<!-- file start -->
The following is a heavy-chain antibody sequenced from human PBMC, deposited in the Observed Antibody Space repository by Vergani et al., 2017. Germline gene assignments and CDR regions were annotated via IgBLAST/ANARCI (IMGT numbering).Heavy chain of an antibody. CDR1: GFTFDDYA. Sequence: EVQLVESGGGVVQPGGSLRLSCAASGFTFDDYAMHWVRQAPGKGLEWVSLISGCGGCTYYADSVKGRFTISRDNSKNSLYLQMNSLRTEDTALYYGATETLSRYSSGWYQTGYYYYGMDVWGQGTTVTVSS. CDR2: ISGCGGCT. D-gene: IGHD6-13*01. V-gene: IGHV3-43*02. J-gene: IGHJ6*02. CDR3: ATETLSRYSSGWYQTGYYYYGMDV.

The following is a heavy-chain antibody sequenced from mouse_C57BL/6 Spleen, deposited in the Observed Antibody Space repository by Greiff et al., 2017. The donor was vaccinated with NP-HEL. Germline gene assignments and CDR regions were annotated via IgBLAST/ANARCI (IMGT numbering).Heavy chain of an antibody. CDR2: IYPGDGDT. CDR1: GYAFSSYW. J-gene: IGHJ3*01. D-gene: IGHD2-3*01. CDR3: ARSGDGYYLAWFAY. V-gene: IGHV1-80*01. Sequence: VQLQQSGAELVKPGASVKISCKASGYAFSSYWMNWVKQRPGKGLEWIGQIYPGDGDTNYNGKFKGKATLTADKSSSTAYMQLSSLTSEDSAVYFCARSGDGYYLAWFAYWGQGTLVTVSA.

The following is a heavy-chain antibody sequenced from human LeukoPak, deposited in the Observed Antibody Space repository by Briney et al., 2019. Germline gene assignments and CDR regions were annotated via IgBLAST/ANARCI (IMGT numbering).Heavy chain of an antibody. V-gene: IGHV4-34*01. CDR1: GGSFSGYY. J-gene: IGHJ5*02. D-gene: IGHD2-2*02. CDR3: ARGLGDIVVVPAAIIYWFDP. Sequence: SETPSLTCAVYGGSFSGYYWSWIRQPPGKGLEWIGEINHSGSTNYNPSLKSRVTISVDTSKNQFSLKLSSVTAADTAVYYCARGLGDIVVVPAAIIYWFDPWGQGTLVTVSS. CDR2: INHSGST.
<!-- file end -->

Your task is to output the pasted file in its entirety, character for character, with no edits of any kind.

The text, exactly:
The following is a heavy-chain antibody sequenced from human PBMC, deposited in the Observed Antibody Space repository by Vergani et al., 2017. Germline gene assignments and CDR regions were annotated via IgBLAST/ANARCI (IMGT numbering).Heavy chain of an antibody. CDR1: GFTFDDYA. Sequence: EVQLVESGGGVVQPGGSLRLSCAASGFTFDDYAMHWVRQAPGKGLEWVSLISGCGGCTYYADSVKGRFTISRDNSKNSLYLQMNSLRTEDTALYYGATETLSRYSSGWYQTGYYYYGMDVWGQGTTVTVSS. CDR2: ISGCGGCT. D-gene: IGHD6-13*01. V-gene: IGHV3-43*02. J-gene: IGHJ6*02. CDR3: ATETLSRYSSGWYQTGYYYYGMDV.

The following is a heavy-chain antibody sequenced from mouse_C57BL/6 Spleen, deposited in the Observed Antibody Space repository by Greiff et al., 2017. The donor was vaccinated with NP-HEL. Germline gene assignments and CDR regions were annotated via IgBLAST/ANARCI (IMGT numbering).Heavy chain of an antibody. CDR2: IYPGDGDT. CDR1: GYAFSSYW. J-gene: IGHJ3*01. D-gene: IGHD2-3*01. CDR3: ARSGDGYYLAWFAY. V-gene: IGHV1-80*01. Sequence: VQLQQSGAELVKPGASVKISCKASGYAFSSYWMNWVKQRPGKGLEWIGQIYPGDGDTNYNGKFKGKATLTADKSSSTAYMQLSSLTSEDSAVYFCARSGDGYYLAWFAYWGQGTLVTVSA.

The following is a heavy-chain antibody sequenced from human LeukoPak, deposited in the Observed Antibody Space repository by Briney et al., 2019. Germline gene assignments and CDR regions were annotated via IgBLAST/ANARCI (IMGT numbering).Heavy chain of an antibody. V-gene: IGHV4-34*01. CDR1: GGSFSGYY. J-gene: IGHJ5*02. D-gene: IGHD2-2*02. CDR3: ARGLGDIVVVPAAIIYWFDP. Sequence: SETPSLTCAVYGGSFSGYYWSWIRQPPGKGLEWIGEINHSGSTNYNPSLKSRVTISVDTSKNQFSLKLSSVTAADTAVYYCARGLGDIVVVPAAIIYWFDPWGQGTLVTVSS. CDR2: INHSGST.